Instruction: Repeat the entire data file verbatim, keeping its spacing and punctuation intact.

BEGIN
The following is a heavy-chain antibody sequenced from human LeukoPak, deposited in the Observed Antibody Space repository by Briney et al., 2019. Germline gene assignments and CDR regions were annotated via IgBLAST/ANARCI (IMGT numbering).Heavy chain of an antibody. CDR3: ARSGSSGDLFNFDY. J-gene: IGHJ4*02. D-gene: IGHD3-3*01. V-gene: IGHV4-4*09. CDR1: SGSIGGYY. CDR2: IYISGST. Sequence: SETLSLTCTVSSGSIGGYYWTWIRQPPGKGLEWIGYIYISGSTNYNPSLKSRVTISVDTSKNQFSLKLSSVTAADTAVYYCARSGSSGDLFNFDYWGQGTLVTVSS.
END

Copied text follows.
The following is a heavy-chain antibody sequenced from human LeukoPak, deposited in the Observed Antibody Space repository by Briney et al., 2019. Germline gene assignments and CDR regions were annotated via IgBLAST/ANARCI (IMGT numbering).Heavy chain of an antibody. CDR3: ARSGSSGDLFNFDY. J-gene: IGHJ4*02. D-gene: IGHD3-3*01. V-gene: IGHV4-4*09. CDR1: SGSIGGYY. CDR2: IYISGST. Sequence: SETLSLTCTVSSGSIGGYYWTWIRQPPGKGLEWIGYIYISGSTNYNPSLKSRVTISVDTSKNQFSLKLSSVTAADTAVYYCARSGSSGDLFNFDYWGQGTLVTVSS.